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We recently deployed a new feature to Visual Studio Online to help people get new team members started with a project and for people browsing the server to understand what a project is for and how to use it. We call the feature “Project Welcome Pages”. It’s very easy to tell when the feature had been enabled for your account, simply go to your project homepage and you’ll see a new “Welcome” tab has appeared next to the “Overview” page that you are used to. Don’t worry if you don’t see it quite yet, the way that our deployments work it may take while to roll out to everyone’s account but it is coming to yours very soon. This is what it looks like when you do get the feature enabled.
Clicking on the Welcome link takes you to the welcome page for that project if it has one.
The page itself is configured using a very simple convention based approach around Markdown files checked into version control for that project meaning that the pages are very easy for the development team to keep up to date alongside their code.
To set a welcome page for a project, simply check in a file called README.md. For TFVC based projects this file needs to be at the root of your Team Project folder (i.e. $/TeamProject/ReadMe.md). For Git based project this needs to be at the root of your repository in the default branch. Once those changes are up on the server you are done – the content will display when someone selects the welcome page.
With TFVC projects, any other Markdown files you have (with a *.md extension) in the root of the project folder will also show up in the left and panel for easy navigation between them so you can provide additional information. For Git based projects the left hand side navigation bar displays the repositories that you have in your project so that you can select the one that you wish to read the documentation for.
Obviously the advantage of using such a simple convention based approach is that many of your open source codebases already have README.md files in them meaning those welcome pages will show up – also, because we also support many elements of GitHub Flavored Markdown (including things like code blocks and tables) the vast majority of them just display correctly out of the box.
When editing your Markdown files on the client side, if you are not already using the Web Essentials for Visual Studio then you should be (the clue is in the name - this extension is a must have for the power VS developer). On the Windows side, I personally use MarkdownPad as a great stand-alone editor with live previews – the Pro version is well worth it. Over on the Mac there are a ton of apps to choose from but to be honest I tend to stick with my trusty text editor of choice and that’s Sublime Text.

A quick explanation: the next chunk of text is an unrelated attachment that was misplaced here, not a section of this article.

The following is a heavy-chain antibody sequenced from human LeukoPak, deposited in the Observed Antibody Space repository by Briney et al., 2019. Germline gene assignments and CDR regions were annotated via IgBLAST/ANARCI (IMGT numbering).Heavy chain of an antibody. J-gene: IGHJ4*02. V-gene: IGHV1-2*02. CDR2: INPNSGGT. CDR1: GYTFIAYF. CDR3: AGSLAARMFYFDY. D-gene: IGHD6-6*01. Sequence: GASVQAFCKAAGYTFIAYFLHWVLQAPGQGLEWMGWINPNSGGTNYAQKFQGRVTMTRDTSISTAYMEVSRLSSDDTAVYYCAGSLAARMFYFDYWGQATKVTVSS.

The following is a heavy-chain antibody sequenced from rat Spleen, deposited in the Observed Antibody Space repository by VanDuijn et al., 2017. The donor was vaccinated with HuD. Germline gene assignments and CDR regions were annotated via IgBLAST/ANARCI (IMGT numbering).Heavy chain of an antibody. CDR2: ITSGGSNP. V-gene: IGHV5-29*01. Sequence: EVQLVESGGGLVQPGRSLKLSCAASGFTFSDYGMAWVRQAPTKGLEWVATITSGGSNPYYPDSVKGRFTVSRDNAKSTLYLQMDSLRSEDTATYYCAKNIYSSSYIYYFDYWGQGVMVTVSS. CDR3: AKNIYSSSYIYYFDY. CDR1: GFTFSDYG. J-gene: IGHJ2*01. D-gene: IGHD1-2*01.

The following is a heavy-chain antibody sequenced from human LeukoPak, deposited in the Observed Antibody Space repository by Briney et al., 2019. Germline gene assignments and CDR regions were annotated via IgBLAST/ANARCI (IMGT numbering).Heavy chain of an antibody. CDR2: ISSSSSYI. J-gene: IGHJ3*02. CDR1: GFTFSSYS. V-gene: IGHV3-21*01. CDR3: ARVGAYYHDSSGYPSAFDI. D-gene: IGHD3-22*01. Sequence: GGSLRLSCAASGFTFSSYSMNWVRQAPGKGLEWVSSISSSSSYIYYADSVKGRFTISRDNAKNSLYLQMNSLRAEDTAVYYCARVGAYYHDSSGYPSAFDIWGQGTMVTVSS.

This is the first place that we are using Markdown with-in the Visual Studio Online experience for developers to create content stored in VSO but, depending on your feedback, we are expecting this to be a continuing trend. Markdown isn’t suitable for business users entering in bugs etc, but for developer friendly creation of documentation there is no doubt that it is here to stay. Let us know in the comments if you like this approach.
Awesome, although i do wonder if it would work very well for those of us who have hundreds of projects in the same Team Project. Wonder if it could somehow be Team based (fav source control location?)
Nice, Will it be available for TFS server version too?
@Betty - Would a convention around the team name work for you? (i.e. default to a file that is the same name as the team if it is available?)
@Jean - yes the feature will make it into a future TFS version.
@Martin - That could work, although i wonder about the scalability. I was thinking
That's awesome! But at the moment we have about 50+ projects in one Team Project. It would be nice to have a hierarchical navigation with a readme.md file in the root folder of every project.
@Martin - the more I think about it the more I feel that it needs to be closer to the related source code. Otherwise branching will not add benefit and migrating code between repositories becomes harder.
Also thinking about the git solution it really needs to be in individual repos too, instead of one root/default repo.
We also face the problem with branches that Betty already mentioned. We use branches for our releases and the readme files are related to a specific branch/release.
For Git the plan is to have a link between repo name and team name. Sounds like we need to have a bit of a think about the branch name thing in TFVC - for example for a given project how do we determine which is the branch that we want to use? We'll keep digging into this some more so thanks for the early feedback, much appreciated.
This is a nice new feature. Thanks for your hard work. Can you create links between pages in the site like other Wiki systems or is it limited to only a single page?
I love this. Looking forward to seeing it in TFS.
Is there a problem with loading images in this? I can't get it to find the image even though it's in the same folder as the md file...
I'm also curious how/when linking to other .md files is possible/will be possible?
For anyone looking to link multiple .md files, it's covered here. Not the cleanest approach but it works for now.
What a great feature, looking forward to seeing this in TFS Server. Nice to see SharePoint out of the picture, it never really handled the 'Project Guidance' content that well. Now we'll finally be able to provide the metadata and help instructions needed for all our users.